A visionary, a patron of the arts, an aesthete, an Indian royal with a passion for the European avant-garde, the Maharaja of Indore was a living legend of the 20th century from both worlds.
With a beautiful exhibition, the Musée des Arts Décoratifs (MAD) pays tribute to the extraordinary life of the Maharaja of Indore, an Indian prince with one of the most important private collections of Modernist furniture and decorative arts in the world.
This visionary patron of the arts became a central figure of the international elite and the European cultural milieu of the 1920s and 1930s.
Yeshwant Rao Holkar II (1908-1961), better known under the name of Maharaja of Indore, is the perfect incarnation a modern man in the 1930s. Attracted to the beautiful, the young man with a thin silhouette and tapered hands combines tradition, intuition and audacity.
He spent the majority of his youth in the luxurious and stately conditions afforded to the princes of India. During the 1920s, Holkar II was sent to study at Oxford in England where a French-speaking private tutor, Dr. Marcel Hardy, introduced him to the cultural milieu of European modern artists. Under the guidance of Dr. Hardy, Holkar II met two figures who would become instrumental in his artistic pursuits: the German modern architect Eckart Muthesius (1904-1989) and French artistic advisor and writer Henri-Pierre Roché (1879-1959), both of whom were closely linked to the avant-garde. Together, they visited England, Germany and France, exploring art fairs, museum exhibitions, galleries and artist’s workshops, rousing in Holkar II a passion for Modern Art.
Upon his father’s abdication in 1926, Holkar II acceded to the throne as Maharaja of Indore and became entitled to vast wealth and influence. In 1929, shortly after meeting the eminent French couturier and collector Jacques Doucet (1853-1929) in Paris and seeing his studio and collection, the Maharaja decided to erect a grand palace in his native India where he would combine luxury, comfort and modernity, embracing the features of the Modernist movement.
In 1930, Eckart Muthesius, the Maharaja’s good friend and mentor, was put in charge of drawing up the blue print. This entailed transforming the foundations of a pre- existing building in order to construct a Modern private residence for the Maharaja and his wife, the Maharani Sanyogita Bai Devi (1914-1937). Designed with their daily needs in mind, the Manik Bagh Palace was decorated with fittings and furniture that glorified the most innovative materials of the period such as metal, synthetic leather and glass, while paying special attention to color within each room. Nearly twenty hand-selected interior designers furnished the rooms, now iconic of the Modern period.
Some of the most emblematic pieces include Transat armchairs by Irish designer Eileen Gray (1878-1976); a pair of red synthetic leather armchairs with integrated lamps by Eckart Muthesius; beds in metal and glass by French designers Louis Sognot (1892-1970) and Charlotte Alix (1892-1987) designed for the respective bedrooms of the royal couple; and rugs by French painter and weaver Ivan Da Silva Bruhns (1881-1980) that covered the palace floors like vast abstract paintings.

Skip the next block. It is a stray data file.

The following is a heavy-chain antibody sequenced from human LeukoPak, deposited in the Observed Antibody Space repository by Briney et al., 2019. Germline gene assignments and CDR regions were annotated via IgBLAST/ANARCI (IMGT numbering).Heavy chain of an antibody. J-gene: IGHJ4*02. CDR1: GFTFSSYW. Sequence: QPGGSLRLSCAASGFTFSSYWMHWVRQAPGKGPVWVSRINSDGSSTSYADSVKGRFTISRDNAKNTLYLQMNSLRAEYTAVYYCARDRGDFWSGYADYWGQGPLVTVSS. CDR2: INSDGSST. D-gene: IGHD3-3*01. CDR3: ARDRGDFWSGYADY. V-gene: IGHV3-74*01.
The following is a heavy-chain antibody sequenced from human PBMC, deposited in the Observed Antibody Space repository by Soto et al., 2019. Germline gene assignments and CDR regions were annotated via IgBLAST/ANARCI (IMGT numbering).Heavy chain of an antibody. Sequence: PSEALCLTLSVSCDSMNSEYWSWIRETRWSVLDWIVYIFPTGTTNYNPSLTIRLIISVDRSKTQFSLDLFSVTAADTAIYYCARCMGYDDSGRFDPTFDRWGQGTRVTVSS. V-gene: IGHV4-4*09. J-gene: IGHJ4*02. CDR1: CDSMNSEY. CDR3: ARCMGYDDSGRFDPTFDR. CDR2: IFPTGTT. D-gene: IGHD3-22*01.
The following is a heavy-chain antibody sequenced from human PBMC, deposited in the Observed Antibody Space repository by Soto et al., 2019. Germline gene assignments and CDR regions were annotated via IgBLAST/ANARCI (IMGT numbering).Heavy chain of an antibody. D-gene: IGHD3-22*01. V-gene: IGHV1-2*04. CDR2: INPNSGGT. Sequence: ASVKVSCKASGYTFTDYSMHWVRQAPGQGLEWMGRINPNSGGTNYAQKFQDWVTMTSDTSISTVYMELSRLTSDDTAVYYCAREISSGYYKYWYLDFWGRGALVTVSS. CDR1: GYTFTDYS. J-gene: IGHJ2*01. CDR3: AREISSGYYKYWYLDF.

Unlike his peers, the Maharaja is involved in the design of the works he orders and acquires artworks from Brancusi, is photographed by Man Ray, portraited by Boutet de Monvel (whose paintings are gathered for the first time).
The death in 1937 of the Sanyogita Maharani, who shared his same avant-garde vision of the arts, marks the end of orders. The prince travels and makes two new marriages as the world sinks into a war leading to end of the British Empire in India and, with it, the collapse of the Indian royalties. The palace and its contents are sold in 1980.
The exhibition unveils the Maharaja’s innovative world, unerringly representative of Modernism and a central moment in the history of decorative arts. It begins with an introduction of the Maharajah of Indore and the Holkar Dynasty to which he belonged and the construction of the palace.
A highlight of commissions given to Eckart Muthesius follows, including a furnished private train, an airplane and a caravan, as well as unrealised projects such as a riverboat and a summer palace.
The Central Hall of MAD displays previously unseen films by Eckart Muthesius, offering a glimpse of the Maharajah and his wife at home as well as overseeing traditional ceremonies throughout Indore.
The Maharaja was an active collector of Modern furnishings. The museum has recreated his office, the royal couple’s respective bedrooms, and the library.
His activities as a collector are also the focus of a section devoted to the salons and exhibitions of the 1920s and 1930s, namely the Salon of the Union des Artistes Modernes and the Salon d’Automne in Paris, where the Maharaja made numerous acquisitions of furniture and objects.
Important commissions for the dining room will also be displayed, including china by French ceramicist Jean Luce (1895-1964) and silverware by Jean Puiforcat (1897- 1945).
The exhibition also evokes the Maharaja’s marked interest in the great jewellery houses of the time such as Van Cleef & Arpels, Harry Winston and Chaumet, all of whom created majestic pieces for the Maharani.
The BGC Studio scenographers turned the MAD into a palace with a red and black floor and walls giving the illusion of mirrors to amplify the space. Curators Raphaëlle Billé and Louise Curtis have spent many months in the often unpublished archives.
The exhibition runs until From January 12, 2020 at the Musée des Arts Décoratifs.
Picture credits and acknowledgements: Adagp, Paris, 2019; Collection Vera Muthesius; Prudence Cuming; Phillips Auctioneers Ltd; Sotheby’s / Art Digital Studio, Ecl’art – Galerie Doria, Paris; Man Ray 2015 Trust; Centre Pompidou MNAM-CCI; Guy Carrard; Patrimoine Puiforcat; Musée des Arts Décoratifs, Jean Tholance; Collection Heribert Neuwöhner.